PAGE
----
Arguing with the logic behind this thinking is futile, since, like it or not, we will all soon be faced with the fact that we can no longer ask the salary history question. Additionally, it is not my objective to be a proponent or an apologist for either side. The real issue here is how to deal with this new reality; the ban on salary history questions is here to stay. Now it is up to us to figure out how to deal with this. While there is an abundance of literature available that justifies this salary history question ban, there is a dearth of advice, guidance, and information on how to recruit with this ban in place.
Many recruiters, including yours truly, are going to have a difficult time not asking the salary history question. It has become a fundamental part of how we recruit. Some will resist operating within the new reality by asking questions designed to elicit the same information as the salary history question itself. For those of you who cannot make the shift to the new reality, you might consider the following questions:
• “Why are you leaving your current employer, and what are some of the things you would like to get in a new job?” Applicants may answer that they are leaving to increase their compensation, or may tell you that an increase in pay is a factor in their job search. This opens up the door to a deeper dive on the issue of salary. You still may not ask the salary history question, but this may give you a window into finding out what their salary expectations are.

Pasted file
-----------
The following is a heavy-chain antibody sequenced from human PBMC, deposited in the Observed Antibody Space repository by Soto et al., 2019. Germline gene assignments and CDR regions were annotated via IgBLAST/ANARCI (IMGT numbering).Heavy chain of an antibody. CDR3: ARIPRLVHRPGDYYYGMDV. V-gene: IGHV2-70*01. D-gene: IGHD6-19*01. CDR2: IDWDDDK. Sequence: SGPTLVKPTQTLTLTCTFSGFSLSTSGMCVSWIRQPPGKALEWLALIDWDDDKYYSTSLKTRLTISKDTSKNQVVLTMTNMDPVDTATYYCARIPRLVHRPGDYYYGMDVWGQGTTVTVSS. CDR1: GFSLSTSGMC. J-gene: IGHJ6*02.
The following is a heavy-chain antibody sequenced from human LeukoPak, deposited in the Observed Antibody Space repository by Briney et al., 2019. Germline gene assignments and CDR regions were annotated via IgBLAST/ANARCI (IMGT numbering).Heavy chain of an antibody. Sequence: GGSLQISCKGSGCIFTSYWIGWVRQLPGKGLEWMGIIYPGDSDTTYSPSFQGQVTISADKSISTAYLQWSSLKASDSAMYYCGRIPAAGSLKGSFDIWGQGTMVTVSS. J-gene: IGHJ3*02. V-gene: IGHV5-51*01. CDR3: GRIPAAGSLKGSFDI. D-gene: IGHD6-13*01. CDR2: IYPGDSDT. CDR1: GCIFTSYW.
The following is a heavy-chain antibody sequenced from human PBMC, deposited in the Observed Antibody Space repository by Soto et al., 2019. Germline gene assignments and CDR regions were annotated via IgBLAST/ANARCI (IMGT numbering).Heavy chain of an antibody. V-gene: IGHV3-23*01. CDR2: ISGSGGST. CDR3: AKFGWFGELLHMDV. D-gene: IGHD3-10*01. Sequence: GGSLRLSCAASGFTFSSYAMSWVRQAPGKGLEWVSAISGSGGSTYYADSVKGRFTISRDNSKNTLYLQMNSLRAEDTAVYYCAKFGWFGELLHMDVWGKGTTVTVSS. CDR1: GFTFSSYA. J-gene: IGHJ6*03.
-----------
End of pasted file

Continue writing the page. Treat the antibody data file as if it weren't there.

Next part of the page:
• “What are your long-range goals?” This question may elicit salary goals.
• “What are your salary expectations for this job?” or “What are you looking to earn in your next job?” Of course, these are the most direct questions to get you the information you will need to start the salary offer process.
I must, however, issue a word of caution here. Some states, for example New York, have provisions written into their statutes that specifically prohibit employers from basing a starting salary on current salary, even when that information is volunteered or discovered through a third party.
If you believe that applicants need to provide you with a starting point for salary offer negotiations, you will look to these alternative questions as a replacement for the salary history question. However, I prefer to operate within the new reality.
Operating Within the New Reality
Those who favor the salary history ban legislation would very much like you to pay each applicant what they are worth, rather than base a salary offer on their previous salary. Easier said than done. Aside from the aforementioned paradigm shift in our way of negotiating salary offers, the ban on the salary history question will force organizations to focus on salary ranges, rather than a specific salary amount that they have in mind for a given job. Let’s face facts… salary history is now off the table. It would be prudent, then, to consider the following when a job vacancy materializes for which you need to recruit a replacement: